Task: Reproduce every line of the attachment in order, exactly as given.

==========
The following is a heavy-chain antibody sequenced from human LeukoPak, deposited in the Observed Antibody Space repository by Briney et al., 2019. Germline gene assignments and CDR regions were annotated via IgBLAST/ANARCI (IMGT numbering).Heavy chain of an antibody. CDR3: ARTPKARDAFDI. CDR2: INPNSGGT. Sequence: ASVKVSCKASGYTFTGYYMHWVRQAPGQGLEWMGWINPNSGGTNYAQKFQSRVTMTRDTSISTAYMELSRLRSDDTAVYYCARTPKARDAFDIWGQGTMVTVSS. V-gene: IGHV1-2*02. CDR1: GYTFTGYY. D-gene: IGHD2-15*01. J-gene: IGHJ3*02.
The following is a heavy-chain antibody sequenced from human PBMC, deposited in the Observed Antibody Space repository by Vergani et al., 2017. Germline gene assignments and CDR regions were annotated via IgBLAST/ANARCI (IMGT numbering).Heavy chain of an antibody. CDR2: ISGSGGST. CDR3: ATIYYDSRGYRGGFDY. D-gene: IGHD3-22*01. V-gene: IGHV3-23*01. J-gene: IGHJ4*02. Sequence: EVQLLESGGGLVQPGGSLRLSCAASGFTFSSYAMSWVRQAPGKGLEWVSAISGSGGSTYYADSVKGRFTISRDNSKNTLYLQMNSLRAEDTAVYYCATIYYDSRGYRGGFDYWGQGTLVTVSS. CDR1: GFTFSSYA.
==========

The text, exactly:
The following is a heavy-chain antibody sequenced from human LeukoPak, deposited in the Observed Antibody Space repository by Briney et al., 2019. Germline gene assignments and CDR regions were annotated via IgBLAST/ANARCI (IMGT numbering).Heavy chain of an antibody. CDR3: ARTPKARDAFDI. CDR2: INPNSGGT. Sequence: ASVKVSCKASGYTFTGYYMHWVRQAPGQGLEWMGWINPNSGGTNYAQKFQSRVTMTRDTSISTAYMELSRLRSDDTAVYYCARTPKARDAFDIWGQGTMVTVSS. V-gene: IGHV1-2*02. CDR1: GYTFTGYY. D-gene: IGHD2-15*01. J-gene: IGHJ3*02.
The following is a heavy-chain antibody sequenced from human PBMC, deposited in the Observed Antibody Space repository by Vergani et al., 2017. Germline gene assignments and CDR regions were annotated via IgBLAST/ANARCI (IMGT numbering).Heavy chain of an antibody. CDR2: ISGSGGST. CDR3: ATIYYDSRGYRGGFDY. D-gene: IGHD3-22*01. V-gene: IGHV3-23*01. J-gene: IGHJ4*02. Sequence: EVQLLESGGGLVQPGGSLRLSCAASGFTFSSYAMSWVRQAPGKGLEWVSAISGSGGSTYYADSVKGRFTISRDNSKNTLYLQMNSLRAEDTAVYYCATIYYDSRGYRGGFDYWGQGTLVTVSS. CDR1: GFTFSSYA.